Nondimensional Equations of Motion#


The equations of motion are sometimes used in non-dimensional form, where all the states and derivatives are non-dimensionalised. Different nondimensionalision schemes can be found, but they are of the form:

Table 1 Nondimensionalisation Scheme for Equations of Motion#



Non-dimensional Form


\(\frac{1}{2}\rho V^2S\)



\(\rho V^2Sl\)

\(C_l, C_m, C_n\)






\(\hat{p},\hat{q}, \hat{r}\)





\(\rho Sl\)



\(\rho S l^3\)





Note that \(D=\od{}{\hat{t}}\) and \(t^*=\frac{l}{U_e}\).
The representative distance \(l\) is \(\frac{\bar{c}}{2}\) when dealing with the longitudinal equations, and \(\frac{b}{2}\) for the lateral/directional equations.

We will not use the equations of motion in non-dimensional form, but they are presented below for completeness and for your future reference. There are advantages to the nondimensional form:

  • The stability derivatives become coefficients which enables comparison between aircraft

But the drawbacks are:

  • A whole new set of nomenclature

  • The output from solution of the equations are also nondimensional states so need to be converted for interpretation

The Longitudinal Equations in Non-Dimensional Form:#

(83)#\[\begin{split}\begin{bmatrix} 2\mu & 0 & 0 & 0\\ 0 & 2\mu & 0 & 0\\ 0 & -C_{m_\alpha} & i_{yy} & 0 \\ 0 & 0 & 0 & 1 \end{bmatrix} \begin{bmatrix} D\hat{u}\\D\alpha\\D\hat{q}\\D\theta \end{bmatrix}= \begin{bmatrix} \left(C_{x_u} + 2C_{L_0}\tan\Theta_e\right) & C_{x_\alpha} & 0 & -C_{L_0}\\ \left(C_{z_u} - 2C_{L_0}\right) & C_{z_u} & 2\mu & -C_{L_0}\tan\Theta_e\\ C_{m_u} & C_{m_\alpha} & C_{m_q} & 0\\ 0 & 0 & 1 & 0 \end{bmatrix} \begin{bmatrix} \hat{u} \\ \alpha \\ \hat{q} \\ \theta \end{bmatrix} + \begin{bmatrix} 0 \\ C_{z_{\delta_e}} \\ C_{m_{\delta_e}} \\ 0 \end{bmatrix} \begin{bmatrix} \delta_e \end{bmatrix} \end{split}\]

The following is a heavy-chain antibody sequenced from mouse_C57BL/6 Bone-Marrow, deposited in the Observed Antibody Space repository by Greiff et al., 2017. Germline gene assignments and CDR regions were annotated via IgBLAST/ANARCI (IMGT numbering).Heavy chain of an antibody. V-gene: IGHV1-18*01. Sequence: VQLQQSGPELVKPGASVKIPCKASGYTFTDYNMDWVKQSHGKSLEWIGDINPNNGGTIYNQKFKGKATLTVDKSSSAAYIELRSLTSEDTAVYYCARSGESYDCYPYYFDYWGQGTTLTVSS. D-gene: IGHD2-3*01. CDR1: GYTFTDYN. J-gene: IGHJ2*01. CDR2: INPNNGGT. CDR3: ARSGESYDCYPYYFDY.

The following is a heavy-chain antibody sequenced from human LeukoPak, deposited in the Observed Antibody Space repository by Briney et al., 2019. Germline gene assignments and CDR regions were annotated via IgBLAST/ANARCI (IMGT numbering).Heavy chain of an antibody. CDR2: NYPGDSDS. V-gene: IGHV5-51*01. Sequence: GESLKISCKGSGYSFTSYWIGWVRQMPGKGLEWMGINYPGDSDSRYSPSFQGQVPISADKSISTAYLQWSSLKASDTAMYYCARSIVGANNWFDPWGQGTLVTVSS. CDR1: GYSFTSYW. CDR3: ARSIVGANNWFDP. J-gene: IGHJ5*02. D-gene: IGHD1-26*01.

The Lateral/Directional Equations in Non-Dimensional Form:#

(84)#\[\begin{split} \begin{bmatrix} 2\mu & 0 & 0 & 0 & 0\\ 0 & i_{xx} & -i_{xz} & 0 & 0\\ 0 & -i_{xz} & i_{zz} & 0 & 0\\ 0 & 0 & 0 & 1 & 0\\ 0 & 0 & 0 & 0 & 1 \end{bmatrix} \begin{bmatrix} D\beta\\D\hat{p}\\D\hat{r}\\D\phi\\D\psi \end{bmatrix}= \begin{bmatrix} C_{y_\beta} & 0 & -2\mu & C_{L_0} & 0\\ C_{l_\beta} & C_{l_p} & C_{l_r} & 0 & 0\\ C_{n_\beta} & C_{n_p} & C_{n_r} & 0 & 0\\ 0 & 1 & \tan\Theta_e & 0 & 0\\ 0 & 0 & \sec\Theta_e & 0 & 0 \end{bmatrix} \begin{bmatrix} \beta \\ \hat{p} \\ \hat{r} \\\phi \\ \psi \end{bmatrix} + \begin{bmatrix} 0 & C_{y_{\delta_r}} \\ C_{l_{\delta_a}} & C_{l_{\delta_r}} \\ C_{n_{\delta_a}} & C_{n_{\delta_r}} \\ 0& 0\\0 & 0 \end{bmatrix} \begin{bmatrix} \delta_a\\\delta_r \end{bmatrix} \end{split}\]